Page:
Heard, and seen. We live in the township of Oyster Bay, a few miles from where his mansion was, and have met lots of people through the years who have sad Tiffany estate stories to tell. One of the worst? An old man who told us how he earned money knocking the glass out of Tiffany fixtures so that the metal could be melted down for the war effort. He still felt bad about it. But he needed the money. I really don't think he ever forgave himself - and it wasn't because he realized how expensive the lamps had become.

>>>How about kaleidescopes?>>>

Oh please. This is getting TOO scary.

of course, of course I collect them.

Doesn't everyone?

A way to fracture reality and make it prettier? What Romance writer wouldn't relate to that?


another! - Wed, 30 Apr 1997
FROM Elaytonfel

No sooner did we mail out the packet to you this morning then the incoming mail brought a gorgeous picture of Jeanne (Adam's girlfriend) in costume - a shot from "WISHBONE" (the PBS series) - from when she played Joan of Arc in that episode. It really belongs in the castle - so I'm sending it out to you right now - in an regular letter envelope.

So, expect a big brown jiffy-pack of books and stuff, and an envelope of Our Jeanne as Joan of Arc.

Edith, going off to mail the letter, and see what Springtime trouble I can get into now....

Re: another! - Wed, 30 Apr 1997
FROM Maida

>>>Now - all that's lacking is inside info on the Regencies, right? Or wrong?>>>

I'll make you up another tape with kaleidoscope and stained glass music videos.

I will have you know that I have never in my lifetime come across a kaleidoscope video. Oh, something that I am looking for if you ever come across strange stuff. I deeply love carillon music - the big bells played with a wooden peg keyboard. I have looked for years to find tapes of such but have never seen any. Have you? Best I've ever done is taken a camera crew to North Carolina and videotaped the bellringing there with the permission of the bell ringer. Gee, I forgot all about that little music video. Wonder if I still even have a copy. University of Chicago would do bells and call/response brass from the windows of the carillon tower. Magnificent!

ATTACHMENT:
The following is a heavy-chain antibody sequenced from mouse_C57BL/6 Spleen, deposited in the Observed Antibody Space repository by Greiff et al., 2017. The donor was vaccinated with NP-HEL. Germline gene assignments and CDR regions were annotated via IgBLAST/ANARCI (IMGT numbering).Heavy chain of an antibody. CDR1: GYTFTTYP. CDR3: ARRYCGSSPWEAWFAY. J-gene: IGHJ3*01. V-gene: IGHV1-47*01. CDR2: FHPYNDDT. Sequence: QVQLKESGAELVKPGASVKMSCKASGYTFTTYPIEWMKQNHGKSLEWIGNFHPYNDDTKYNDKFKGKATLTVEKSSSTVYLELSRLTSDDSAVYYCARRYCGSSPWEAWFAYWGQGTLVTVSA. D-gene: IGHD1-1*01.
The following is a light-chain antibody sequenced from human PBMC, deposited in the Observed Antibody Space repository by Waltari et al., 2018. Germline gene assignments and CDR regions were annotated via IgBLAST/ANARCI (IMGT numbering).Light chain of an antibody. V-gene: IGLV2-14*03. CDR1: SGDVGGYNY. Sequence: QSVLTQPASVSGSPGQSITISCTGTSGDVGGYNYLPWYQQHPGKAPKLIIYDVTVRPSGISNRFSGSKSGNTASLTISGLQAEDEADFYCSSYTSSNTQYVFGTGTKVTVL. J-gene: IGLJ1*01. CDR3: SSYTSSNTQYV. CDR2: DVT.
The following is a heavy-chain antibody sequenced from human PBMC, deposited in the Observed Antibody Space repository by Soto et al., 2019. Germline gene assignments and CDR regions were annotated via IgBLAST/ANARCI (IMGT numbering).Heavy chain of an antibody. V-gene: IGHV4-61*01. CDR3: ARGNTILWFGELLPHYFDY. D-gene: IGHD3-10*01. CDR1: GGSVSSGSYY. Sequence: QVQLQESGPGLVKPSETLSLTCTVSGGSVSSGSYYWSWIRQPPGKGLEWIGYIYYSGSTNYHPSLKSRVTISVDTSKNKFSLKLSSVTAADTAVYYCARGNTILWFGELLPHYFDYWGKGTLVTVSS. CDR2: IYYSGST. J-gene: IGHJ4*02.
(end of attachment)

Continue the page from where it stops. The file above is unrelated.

DONE! - Wed, 30 Apr 1997
FROM Elaytonfel


I finally finally got offa my duff, got stuff together and mailed it out this AM to you - (Well, Norb did, on way to work) So please to look for it soon.

Pictures and copy and stuff... whew!

What with researching bamboo and contacting landscapers, mailling out stuff that my agent suddeny calls and asks me for, doing proofs on the short story and trying to write the book.... stuff keeps happening.

But at least I got that done!

The other problem is that Spring Fever has seized me by the throat. I want to do Something - but nothing seems to be the thing I really want to do. The apple tree is blooming, the earth smells like heaven, I am stricken with

Spring Fever!

Edith, who has seen a crocus and a rosebud....

Re: DONE! - Wed, 30 Apr 1997
FROM Maida

>>>I want to do Something - but nothing seems to be the thing I really want to do. The apple tree is blooming, the earth smells like heaven, I am stricken with Spring Fever! Best, Edith, who has seen a crocus and a rosebud....>>>

Two suggestions which don't help with the problem of being overextended:

  1. Pluck from your garden or the grocery enough of the brilliant hued flowers to make a good handful or armful. Arrange them as if thrown on one of your antique tables or sideboards (I am assuming you have one or the other). Take a portable lamp that can cast a strong light that isn't even and throw it across PART of the table so that you get a range of light values. (You can make a partial screen by bending aluminum foil to block part of the light close to the bulb so that the shadow is fuzzed by the time it hits the table area. Add a colored glass vase to the arrangement, as if waiting for the flowers to fill it, and try taking photos at various settings. Essentially, redoing old oils in film.
  2. There is a new nifty in the plant stores. I'm noticing for the first time the use of mosaics set into stone for an accent block sunk into the dirt. I build "areas" all over my house and yard. One of those stones might make a lovely centerpiece of a small area.

What I want to do is run an extension cord outside and do some writing on the patio.

I found an upside down nest in the yard this morning, turned it over and saw broken blue eggs with wet yolks. How terribly sad. But it means it must be time to start staring at trees and figuring out where have all the birdies gone. My totally illegal dream has always been to have a crow. I've heard they are quite intelligent and affectionate. Paul says we don't have them in the yard because we don't keep roadkill there. By the way, do you know that there is a roadkill society that meets for a pot luck dinner once a year?


Re: scary! - Wed, 30 Apr 1997
FROM Maida

>>>Oh please. This is getting TOO scary.>>>